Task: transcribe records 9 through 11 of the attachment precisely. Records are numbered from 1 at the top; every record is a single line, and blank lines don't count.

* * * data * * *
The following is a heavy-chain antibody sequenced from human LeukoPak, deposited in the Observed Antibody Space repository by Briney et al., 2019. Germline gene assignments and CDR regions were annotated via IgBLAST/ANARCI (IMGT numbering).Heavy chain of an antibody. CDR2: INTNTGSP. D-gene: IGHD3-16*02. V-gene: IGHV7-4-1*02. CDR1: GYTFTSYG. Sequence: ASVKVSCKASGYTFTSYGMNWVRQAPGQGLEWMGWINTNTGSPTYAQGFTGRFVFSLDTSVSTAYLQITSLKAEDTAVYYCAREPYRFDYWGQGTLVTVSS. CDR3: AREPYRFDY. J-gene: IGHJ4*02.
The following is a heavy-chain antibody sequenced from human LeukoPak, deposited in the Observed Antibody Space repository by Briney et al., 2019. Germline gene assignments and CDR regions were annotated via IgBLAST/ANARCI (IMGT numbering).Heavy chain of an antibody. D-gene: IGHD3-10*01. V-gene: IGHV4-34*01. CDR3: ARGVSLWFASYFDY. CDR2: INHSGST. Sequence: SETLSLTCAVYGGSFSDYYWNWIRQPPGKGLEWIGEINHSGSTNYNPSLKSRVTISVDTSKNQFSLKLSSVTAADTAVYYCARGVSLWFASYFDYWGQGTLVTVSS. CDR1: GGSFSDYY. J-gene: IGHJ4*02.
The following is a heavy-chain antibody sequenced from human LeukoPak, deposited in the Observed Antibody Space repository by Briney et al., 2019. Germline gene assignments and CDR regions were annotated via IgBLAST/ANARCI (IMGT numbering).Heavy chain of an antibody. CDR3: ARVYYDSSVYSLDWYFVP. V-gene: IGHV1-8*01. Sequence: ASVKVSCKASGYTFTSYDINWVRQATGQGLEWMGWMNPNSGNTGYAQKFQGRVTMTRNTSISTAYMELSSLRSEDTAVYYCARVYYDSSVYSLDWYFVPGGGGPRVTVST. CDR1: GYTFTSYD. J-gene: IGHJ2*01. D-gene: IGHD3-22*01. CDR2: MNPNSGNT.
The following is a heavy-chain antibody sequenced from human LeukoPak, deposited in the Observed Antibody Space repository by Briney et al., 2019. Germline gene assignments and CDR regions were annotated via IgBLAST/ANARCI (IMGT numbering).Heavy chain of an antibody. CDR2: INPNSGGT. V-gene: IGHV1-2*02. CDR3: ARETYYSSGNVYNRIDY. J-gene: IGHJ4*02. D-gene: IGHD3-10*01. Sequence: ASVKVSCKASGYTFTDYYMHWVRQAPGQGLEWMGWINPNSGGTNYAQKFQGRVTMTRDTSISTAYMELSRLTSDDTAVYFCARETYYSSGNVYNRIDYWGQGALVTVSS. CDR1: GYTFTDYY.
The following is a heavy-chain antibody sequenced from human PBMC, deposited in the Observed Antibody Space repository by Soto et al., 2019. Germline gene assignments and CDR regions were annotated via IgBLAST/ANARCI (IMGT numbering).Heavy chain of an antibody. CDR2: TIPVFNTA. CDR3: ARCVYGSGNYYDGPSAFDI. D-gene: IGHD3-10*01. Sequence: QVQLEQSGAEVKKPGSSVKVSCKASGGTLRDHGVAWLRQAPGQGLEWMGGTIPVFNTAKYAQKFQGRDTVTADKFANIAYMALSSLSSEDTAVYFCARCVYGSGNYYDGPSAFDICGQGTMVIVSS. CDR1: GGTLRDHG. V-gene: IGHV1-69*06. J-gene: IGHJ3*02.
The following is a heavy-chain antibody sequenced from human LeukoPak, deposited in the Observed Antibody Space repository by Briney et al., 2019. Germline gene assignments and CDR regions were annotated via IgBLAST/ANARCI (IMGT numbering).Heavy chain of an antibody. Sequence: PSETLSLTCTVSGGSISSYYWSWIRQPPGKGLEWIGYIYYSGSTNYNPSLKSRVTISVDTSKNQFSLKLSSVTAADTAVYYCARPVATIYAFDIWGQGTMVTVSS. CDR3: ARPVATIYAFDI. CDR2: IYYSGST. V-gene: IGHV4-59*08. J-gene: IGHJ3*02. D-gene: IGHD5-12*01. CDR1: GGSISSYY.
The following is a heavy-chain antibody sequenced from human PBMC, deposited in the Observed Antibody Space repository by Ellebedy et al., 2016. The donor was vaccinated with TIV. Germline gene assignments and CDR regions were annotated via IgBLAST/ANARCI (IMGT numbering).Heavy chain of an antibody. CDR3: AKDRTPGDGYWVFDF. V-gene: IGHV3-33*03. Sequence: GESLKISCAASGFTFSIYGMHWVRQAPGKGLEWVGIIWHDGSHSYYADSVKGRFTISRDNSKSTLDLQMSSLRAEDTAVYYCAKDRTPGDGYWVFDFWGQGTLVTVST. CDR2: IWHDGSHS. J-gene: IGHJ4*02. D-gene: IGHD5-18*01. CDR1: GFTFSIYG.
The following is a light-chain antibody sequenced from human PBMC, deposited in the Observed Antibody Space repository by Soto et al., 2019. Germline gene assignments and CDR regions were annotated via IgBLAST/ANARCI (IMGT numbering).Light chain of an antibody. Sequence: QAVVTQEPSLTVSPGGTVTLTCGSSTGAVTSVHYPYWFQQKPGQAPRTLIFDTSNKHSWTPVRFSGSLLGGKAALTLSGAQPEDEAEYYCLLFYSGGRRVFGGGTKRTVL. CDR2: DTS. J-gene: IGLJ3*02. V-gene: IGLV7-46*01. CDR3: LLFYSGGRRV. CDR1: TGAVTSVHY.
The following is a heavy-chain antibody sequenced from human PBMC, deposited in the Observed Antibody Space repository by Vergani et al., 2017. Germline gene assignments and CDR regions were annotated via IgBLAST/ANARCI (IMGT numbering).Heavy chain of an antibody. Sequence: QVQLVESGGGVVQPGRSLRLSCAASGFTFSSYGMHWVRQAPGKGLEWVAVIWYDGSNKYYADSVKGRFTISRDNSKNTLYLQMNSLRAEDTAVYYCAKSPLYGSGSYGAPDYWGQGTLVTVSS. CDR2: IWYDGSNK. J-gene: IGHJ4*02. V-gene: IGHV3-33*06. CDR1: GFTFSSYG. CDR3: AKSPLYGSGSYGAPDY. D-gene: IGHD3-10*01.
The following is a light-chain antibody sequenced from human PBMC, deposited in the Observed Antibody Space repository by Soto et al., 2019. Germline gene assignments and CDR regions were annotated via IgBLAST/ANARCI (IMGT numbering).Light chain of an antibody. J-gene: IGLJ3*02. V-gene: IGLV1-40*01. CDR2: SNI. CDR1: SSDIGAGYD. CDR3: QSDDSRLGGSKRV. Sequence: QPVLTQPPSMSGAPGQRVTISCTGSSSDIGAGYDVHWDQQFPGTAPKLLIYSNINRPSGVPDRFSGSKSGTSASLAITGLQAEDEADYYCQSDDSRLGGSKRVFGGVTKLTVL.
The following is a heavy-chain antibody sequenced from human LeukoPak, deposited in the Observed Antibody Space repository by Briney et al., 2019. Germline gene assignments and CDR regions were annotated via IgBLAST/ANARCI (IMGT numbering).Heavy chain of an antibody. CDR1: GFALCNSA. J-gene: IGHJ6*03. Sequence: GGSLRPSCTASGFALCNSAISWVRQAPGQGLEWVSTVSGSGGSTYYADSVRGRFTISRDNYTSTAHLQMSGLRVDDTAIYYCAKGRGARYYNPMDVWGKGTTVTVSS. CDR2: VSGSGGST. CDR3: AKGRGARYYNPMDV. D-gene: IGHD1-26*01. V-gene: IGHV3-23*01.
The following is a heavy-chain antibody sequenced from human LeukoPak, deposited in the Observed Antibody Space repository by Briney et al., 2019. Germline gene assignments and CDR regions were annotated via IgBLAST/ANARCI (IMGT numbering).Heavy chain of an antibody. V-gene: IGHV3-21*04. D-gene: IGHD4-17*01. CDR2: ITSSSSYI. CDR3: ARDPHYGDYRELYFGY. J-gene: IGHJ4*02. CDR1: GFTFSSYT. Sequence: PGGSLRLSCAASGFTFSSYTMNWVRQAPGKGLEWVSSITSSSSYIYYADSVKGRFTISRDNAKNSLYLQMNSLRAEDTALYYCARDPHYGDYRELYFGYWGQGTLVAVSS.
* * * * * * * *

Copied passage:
The following is a heavy-chain antibody sequenced from human PBMC, deposited in the Observed Antibody Space repository by Vergani et al., 2017. Germline gene assignments and CDR regions were annotated via IgBLAST/ANARCI (IMGT numbering).Heavy chain of an antibody. Sequence: QVQLVESGGGVVQPGRSLRLSCAASGFTFSSYGMHWVRQAPGKGLEWVAVIWYDGSNKYYADSVKGRFTISRDNSKNTLYLQMNSLRAEDTAVYYCAKSPLYGSGSYGAPDYWGQGTLVTVSS. CDR2: IWYDGSNK. J-gene: IGHJ4*02. V-gene: IGHV3-33*06. CDR1: GFTFSSYG. CDR3: AKSPLYGSGSYGAPDY. D-gene: IGHD3-10*01.
The following is a light-chain antibody sequenced from human PBMC, deposited in the Observed Antibody Space repository by Soto et al., 2019. Germline gene assignments and CDR regions were annotated via IgBLAST/ANARCI (IMGT numbering).Light chain of an antibody. J-gene: IGLJ3*02. V-gene: IGLV1-40*01. CDR2: SNI. CDR1: SSDIGAGYD. CDR3: QSDDSRLGGSKRV. Sequence: QPVLTQPPSMSGAPGQRVTISCTGSSSDIGAGYDVHWDQQFPGTAPKLLIYSNINRPSGVPDRFSGSKSGTSASLAITGLQAEDEADYYCQSDDSRLGGSKRVFGGVTKLTVL.
The following is a heavy-chain antibody sequenced from human LeukoPak, deposited in the Observed Antibody Space repository by Briney et al., 2019. Germline gene assignments and CDR regions were annotated via IgBLAST/ANARCI (IMGT numbering).Heavy chain of an antibody. CDR1: GFALCNSA. J-gene: IGHJ6*03. Sequence: GGSLRPSCTASGFALCNSAISWVRQAPGQGLEWVSTVSGSGGSTYYADSVRGRFTISRDNYTSTAHLQMSGLRVDDTAIYYCAKGRGARYYNPMDVWGKGTTVTVSS. CDR2: VSGSGGST. CDR3: AKGRGARYYNPMDV. D-gene: IGHD1-26*01. V-gene: IGHV3-23*01.